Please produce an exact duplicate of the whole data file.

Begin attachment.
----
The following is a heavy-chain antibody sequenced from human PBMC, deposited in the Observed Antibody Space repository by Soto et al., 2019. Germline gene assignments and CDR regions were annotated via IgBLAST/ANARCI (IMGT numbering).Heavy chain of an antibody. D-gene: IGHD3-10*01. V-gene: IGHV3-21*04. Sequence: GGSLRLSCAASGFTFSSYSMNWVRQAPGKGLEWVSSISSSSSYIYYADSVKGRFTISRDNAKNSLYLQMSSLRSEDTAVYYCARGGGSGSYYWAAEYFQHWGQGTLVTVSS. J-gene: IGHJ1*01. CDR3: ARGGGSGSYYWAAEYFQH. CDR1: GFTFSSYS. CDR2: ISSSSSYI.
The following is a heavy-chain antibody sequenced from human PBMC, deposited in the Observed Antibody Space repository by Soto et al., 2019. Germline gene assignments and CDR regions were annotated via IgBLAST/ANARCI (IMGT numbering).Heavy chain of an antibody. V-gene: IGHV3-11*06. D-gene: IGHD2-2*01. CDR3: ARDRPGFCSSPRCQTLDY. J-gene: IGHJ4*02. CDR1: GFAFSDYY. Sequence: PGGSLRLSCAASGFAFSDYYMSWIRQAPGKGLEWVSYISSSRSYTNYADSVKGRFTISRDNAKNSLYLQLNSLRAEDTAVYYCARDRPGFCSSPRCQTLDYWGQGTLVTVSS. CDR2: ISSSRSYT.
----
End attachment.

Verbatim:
The following is a heavy-chain antibody sequenced from human PBMC, deposited in the Observed Antibody Space repository by Soto et al., 2019. Germline gene assignments and CDR regions were annotated via IgBLAST/ANARCI (IMGT numbering).Heavy chain of an antibody. D-gene: IGHD3-10*01. V-gene: IGHV3-21*04. Sequence: GGSLRLSCAASGFTFSSYSMNWVRQAPGKGLEWVSSISSSSSYIYYADSVKGRFTISRDNAKNSLYLQMSSLRSEDTAVYYCARGGGSGSYYWAAEYFQHWGQGTLVTVSS. J-gene: IGHJ1*01. CDR3: ARGGGSGSYYWAAEYFQH. CDR1: GFTFSSYS. CDR2: ISSSSSYI.
The following is a heavy-chain antibody sequenced from human PBMC, deposited in the Observed Antibody Space repository by Soto et al., 2019. Germline gene assignments and CDR regions were annotated via IgBLAST/ANARCI (IMGT numbering).Heavy chain of an antibody. V-gene: IGHV3-11*06. D-gene: IGHD2-2*01. CDR3: ARDRPGFCSSPRCQTLDY. J-gene: IGHJ4*02. CDR1: GFAFSDYY. Sequence: PGGSLRLSCAASGFAFSDYYMSWIRQAPGKGLEWVSYISSSRSYTNYADSVKGRFTISRDNAKNSLYLQLNSLRAEDTAVYYCARDRPGFCSSPRCQTLDYWGQGTLVTVSS. CDR2: ISSSRSYT.